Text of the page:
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What Is the Rule of Sevens in NC’s Personal Injury Law?

personal injury lawyer with computer and judge gavel

Many principles govern the various aspects of  North Carolina’s personal injury law. To avoid running afoul of the law, you must seek guidance from experienced personal injury attorneys in North Carolina. Managing your personal injury case all by yourself can easily complicate issues and result in an unsuccessful claims process.

For example, liability is an essential aspect of every personal injury case. That’s because you cannot get compensation without determining who was at fault for your injury. However, there are many principles governing liability, and you must carefully assess your case to apply the right ones.

For example, there’s the Rule of Sevens which you must consider when a child causes you harm. We’ll discuss more on this rule and how to determine liability under North Carolina’s injury laws in this article. Let’s get started.

How Do You Determine Fault Under North Carolina’s Personal Injury Law?

From slips and falls to car accidents, medical negligence, etc., there are many ways someone’s actions can hurt you. Fortunately, personal injury law is always there to offer some relief for your hurt. However, to do so, you must determine the at-fault person’s liability.

To establish liability in any personal injury case, you must prove the following:

  • A Duty of Care 

A duty of care refers to the defendant’s responsibility to ensure that they don’t put you in harm’s way.  This is also called the duty to exercise reasonable care. Reasonable care is the degree of caution the defendant must exercise in keeping you safe.

  • Breach 

You’ll also need to prove a breach of duty of care to get compensation in a personal injury claim. Breach of duty means that the defendant disregarded their duty to keep you safe through a negligent act or inaction.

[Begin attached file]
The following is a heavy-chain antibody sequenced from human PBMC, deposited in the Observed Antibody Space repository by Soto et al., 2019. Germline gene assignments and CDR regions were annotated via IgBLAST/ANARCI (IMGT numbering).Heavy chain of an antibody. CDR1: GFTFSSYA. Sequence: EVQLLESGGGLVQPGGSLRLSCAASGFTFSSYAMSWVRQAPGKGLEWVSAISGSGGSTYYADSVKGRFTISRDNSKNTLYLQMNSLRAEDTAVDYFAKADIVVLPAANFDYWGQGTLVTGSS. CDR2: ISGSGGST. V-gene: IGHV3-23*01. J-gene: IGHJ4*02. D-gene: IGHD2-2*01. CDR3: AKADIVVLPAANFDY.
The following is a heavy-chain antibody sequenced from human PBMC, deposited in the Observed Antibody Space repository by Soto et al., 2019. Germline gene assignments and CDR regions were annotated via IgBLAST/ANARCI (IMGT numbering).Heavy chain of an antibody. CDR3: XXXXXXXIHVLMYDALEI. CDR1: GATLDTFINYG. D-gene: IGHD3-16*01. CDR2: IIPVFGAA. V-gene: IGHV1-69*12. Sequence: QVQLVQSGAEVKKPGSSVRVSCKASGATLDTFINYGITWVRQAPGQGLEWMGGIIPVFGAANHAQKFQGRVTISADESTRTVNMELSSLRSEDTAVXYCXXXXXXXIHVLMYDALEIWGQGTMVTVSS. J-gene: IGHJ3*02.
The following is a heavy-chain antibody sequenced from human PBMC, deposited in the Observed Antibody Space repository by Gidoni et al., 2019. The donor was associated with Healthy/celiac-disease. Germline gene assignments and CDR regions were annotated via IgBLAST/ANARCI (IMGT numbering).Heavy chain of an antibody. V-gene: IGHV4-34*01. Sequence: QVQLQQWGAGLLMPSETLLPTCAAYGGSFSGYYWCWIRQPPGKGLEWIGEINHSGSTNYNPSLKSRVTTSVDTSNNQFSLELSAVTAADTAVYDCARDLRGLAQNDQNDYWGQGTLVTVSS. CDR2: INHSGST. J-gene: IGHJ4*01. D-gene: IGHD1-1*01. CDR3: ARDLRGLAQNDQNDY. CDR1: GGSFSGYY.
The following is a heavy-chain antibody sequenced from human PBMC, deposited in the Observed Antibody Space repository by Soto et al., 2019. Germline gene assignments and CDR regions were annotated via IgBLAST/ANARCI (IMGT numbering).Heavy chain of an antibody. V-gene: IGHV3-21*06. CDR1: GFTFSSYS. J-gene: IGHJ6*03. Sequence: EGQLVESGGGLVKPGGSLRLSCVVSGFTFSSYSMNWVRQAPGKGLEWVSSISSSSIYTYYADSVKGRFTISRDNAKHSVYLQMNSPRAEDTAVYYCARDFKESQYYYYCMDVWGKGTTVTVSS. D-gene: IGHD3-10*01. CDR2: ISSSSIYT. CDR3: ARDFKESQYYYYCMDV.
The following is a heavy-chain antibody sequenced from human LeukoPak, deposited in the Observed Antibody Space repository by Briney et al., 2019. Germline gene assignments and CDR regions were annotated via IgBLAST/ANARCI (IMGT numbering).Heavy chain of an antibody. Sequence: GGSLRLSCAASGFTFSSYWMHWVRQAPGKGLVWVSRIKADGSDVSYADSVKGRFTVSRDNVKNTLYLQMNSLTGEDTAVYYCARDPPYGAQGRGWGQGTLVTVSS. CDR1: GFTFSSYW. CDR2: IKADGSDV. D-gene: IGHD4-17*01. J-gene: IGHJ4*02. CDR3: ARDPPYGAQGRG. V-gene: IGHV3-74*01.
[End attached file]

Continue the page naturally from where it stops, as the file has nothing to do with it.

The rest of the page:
• Causation 

The injuries you sustain in a personal injury claim must be due to the at-fault party’s negligence.

  • Damages 

Injury is the crux of a personal injury claim. Regardless of how careless a person is, you can’t claim compensation if their actions didn’t hurt you. For example, in a car accident, you can show that you sustained fractures upon collision.

In determining liability, you must also consider North Carolina’s doctrine of contributory negligence. Under the doctrine, you can’t recover compensation for your injury once you contributed to it, even in the slightest way.

What Does the Rule of Sevens Mean?

It’s not in every situation that the at-fault person in your case is an adult. Sometimes, minors may behave recklessly and cause you injuries as a result. In such cases, the law considers the age, capacity, and experience of the child.

Generally, North Carolina handles negligence cases involving minors pretty differently from adults. To that end, children aren’t held to the same degree of negligence as adults. In fact, under the Rule of Sevens, a child under seven years old lacks the capacity to be negligent.

Under this doctrine, it doesn’t matter if the child was intelligent enough to understand the gravity of their negligence. The law presumes that the child cannot understand negligence, so they cannot be liable for causing injury.

Can a Teenager Be Negligent in North Carolina?

Different laws apply to children of various ages. We’ll address them below:

  • Children From Seven to Fourteen Years Old 

Like children under seven years old, the law presumes minors from seven to fourteen years to be incapable of negligence. However, unlike the rule of sevens, the presumption for this category is rebuttable.

To rebut the presumption, you must show that the child didn’t use the level of care expected for their age. For example, a 12-year-old may be contributorily negligent in a car accident when they didn’t look before crossing.

  • Children From Fourteen to Eighteen Years Old 

Children between ages 14 to 18, like adults, are capable of negligence. The law presumes them to have adequate intelligence to understand the danger and how to avoid it. However, this presumption is rebuttable if they can prove the lack of capacity or experience to understand reasonable care.

Contact a Charlotte Personal Injury Attorney Right Now!

Liability is one of the essential elements of a personal injury case in North Carolina. So, whether your case involves a minor or not, you must prove liability to get compensation.

Our North Carolina personal injury lawyers at Ted A. Greve and Associates can help you prove your case. No matter how complicated your case may seem, we’re here to ensure that you get justice. So book a free appointment with one of our experienced Charlotte injury attorneys today.